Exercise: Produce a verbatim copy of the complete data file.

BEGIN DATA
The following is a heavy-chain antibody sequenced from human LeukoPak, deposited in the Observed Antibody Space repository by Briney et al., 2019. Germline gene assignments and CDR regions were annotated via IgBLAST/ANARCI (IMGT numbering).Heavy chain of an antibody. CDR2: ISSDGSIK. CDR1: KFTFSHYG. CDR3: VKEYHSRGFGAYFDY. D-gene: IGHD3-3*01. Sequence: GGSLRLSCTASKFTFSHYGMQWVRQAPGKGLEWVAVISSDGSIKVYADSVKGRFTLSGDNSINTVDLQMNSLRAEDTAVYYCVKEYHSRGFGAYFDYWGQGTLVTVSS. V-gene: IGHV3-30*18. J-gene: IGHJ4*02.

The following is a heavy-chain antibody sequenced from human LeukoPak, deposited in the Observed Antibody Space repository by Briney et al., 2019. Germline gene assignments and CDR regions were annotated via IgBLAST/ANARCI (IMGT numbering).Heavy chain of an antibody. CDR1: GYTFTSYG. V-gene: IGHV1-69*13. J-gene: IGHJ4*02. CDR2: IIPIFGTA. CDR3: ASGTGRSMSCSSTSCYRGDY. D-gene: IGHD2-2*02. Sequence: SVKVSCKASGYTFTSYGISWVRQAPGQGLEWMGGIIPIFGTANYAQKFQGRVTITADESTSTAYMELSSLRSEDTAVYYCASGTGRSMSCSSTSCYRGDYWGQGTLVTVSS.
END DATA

The following is a heavy-chain antibody sequenced from human LeukoPak, deposited in the Observed Antibody Space repository by Briney et al., 2019. Germline gene assignments and CDR regions were annotated via IgBLAST/ANARCI (IMGT numbering).Heavy chain of an antibody. CDR2: ISSDGSIK. CDR1: KFTFSHYG. CDR3: VKEYHSRGFGAYFDY. D-gene: IGHD3-3*01. Sequence: GGSLRLSCTASKFTFSHYGMQWVRQAPGKGLEWVAVISSDGSIKVYADSVKGRFTLSGDNSINTVDLQMNSLRAEDTAVYYCVKEYHSRGFGAYFDYWGQGTLVTVSS. V-gene: IGHV3-30*18. J-gene: IGHJ4*02.

The following is a heavy-chain antibody sequenced from human LeukoPak, deposited in the Observed Antibody Space repository by Briney et al., 2019. Germline gene assignments and CDR regions were annotated via IgBLAST/ANARCI (IMGT numbering).Heavy chain of an antibody. CDR1: GYTFTSYG. V-gene: IGHV1-69*13. J-gene: IGHJ4*02. CDR2: IIPIFGTA. CDR3: ASGTGRSMSCSSTSCYRGDY. D-gene: IGHD2-2*02. Sequence: SVKVSCKASGYTFTSYGISWVRQAPGQGLEWMGGIIPIFGTANYAQKFQGRVTITADESTSTAYMELSSLRSEDTAVYYCASGTGRSMSCSSTSCYRGDYWGQGTLVTVSS.